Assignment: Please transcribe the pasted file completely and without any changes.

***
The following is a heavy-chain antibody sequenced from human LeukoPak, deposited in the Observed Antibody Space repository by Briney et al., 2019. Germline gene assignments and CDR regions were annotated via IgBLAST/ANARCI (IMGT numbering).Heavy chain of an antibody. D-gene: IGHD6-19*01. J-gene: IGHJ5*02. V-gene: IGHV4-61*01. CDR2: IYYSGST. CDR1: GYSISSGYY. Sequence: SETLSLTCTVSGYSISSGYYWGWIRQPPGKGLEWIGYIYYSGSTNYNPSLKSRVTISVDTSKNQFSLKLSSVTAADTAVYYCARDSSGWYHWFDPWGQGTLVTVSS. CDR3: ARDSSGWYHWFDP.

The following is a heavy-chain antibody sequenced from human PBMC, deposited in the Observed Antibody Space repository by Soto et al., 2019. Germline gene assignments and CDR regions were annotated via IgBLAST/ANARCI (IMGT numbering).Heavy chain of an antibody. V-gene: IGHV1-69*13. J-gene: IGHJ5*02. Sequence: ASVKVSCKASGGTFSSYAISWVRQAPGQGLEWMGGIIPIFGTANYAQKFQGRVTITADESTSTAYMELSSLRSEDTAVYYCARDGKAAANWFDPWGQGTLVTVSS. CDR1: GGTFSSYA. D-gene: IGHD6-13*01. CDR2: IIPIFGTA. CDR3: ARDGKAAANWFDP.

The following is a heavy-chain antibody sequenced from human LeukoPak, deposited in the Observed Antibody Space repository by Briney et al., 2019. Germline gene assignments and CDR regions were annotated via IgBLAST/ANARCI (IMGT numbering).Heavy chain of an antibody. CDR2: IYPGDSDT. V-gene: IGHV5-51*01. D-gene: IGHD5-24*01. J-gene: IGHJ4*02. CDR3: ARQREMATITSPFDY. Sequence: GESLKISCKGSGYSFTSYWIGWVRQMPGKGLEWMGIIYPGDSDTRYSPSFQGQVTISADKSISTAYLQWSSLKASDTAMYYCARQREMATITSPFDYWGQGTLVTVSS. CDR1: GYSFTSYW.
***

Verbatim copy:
The following is a heavy-chain antibody sequenced from human LeukoPak, deposited in the Observed Antibody Space repository by Briney et al., 2019. Germline gene assignments and CDR regions were annotated via IgBLAST/ANARCI (IMGT numbering).Heavy chain of an antibody. D-gene: IGHD6-19*01. J-gene: IGHJ5*02. V-gene: IGHV4-61*01. CDR2: IYYSGST. CDR1: GYSISSGYY. Sequence: SETLSLTCTVSGYSISSGYYWGWIRQPPGKGLEWIGYIYYSGSTNYNPSLKSRVTISVDTSKNQFSLKLSSVTAADTAVYYCARDSSGWYHWFDPWGQGTLVTVSS. CDR3: ARDSSGWYHWFDP.

The following is a heavy-chain antibody sequenced from human PBMC, deposited in the Observed Antibody Space repository by Soto et al., 2019. Germline gene assignments and CDR regions were annotated via IgBLAST/ANARCI (IMGT numbering).Heavy chain of an antibody. V-gene: IGHV1-69*13. J-gene: IGHJ5*02. Sequence: ASVKVSCKASGGTFSSYAISWVRQAPGQGLEWMGGIIPIFGTANYAQKFQGRVTITADESTSTAYMELSSLRSEDTAVYYCARDGKAAANWFDPWGQGTLVTVSS. CDR1: GGTFSSYA. D-gene: IGHD6-13*01. CDR2: IIPIFGTA. CDR3: ARDGKAAANWFDP.

The following is a heavy-chain antibody sequenced from human LeukoPak, deposited in the Observed Antibody Space repository by Briney et al., 2019. Germline gene assignments and CDR regions were annotated via IgBLAST/ANARCI (IMGT numbering).Heavy chain of an antibody. CDR2: IYPGDSDT. V-gene: IGHV5-51*01. D-gene: IGHD5-24*01. J-gene: IGHJ4*02. CDR3: ARQREMATITSPFDY. Sequence: GESLKISCKGSGYSFTSYWIGWVRQMPGKGLEWMGIIYPGDSDTRYSPSFQGQVTISADKSISTAYLQWSSLKASDTAMYYCARQREMATITSPFDYWGQGTLVTVSS. CDR1: GYSFTSYW.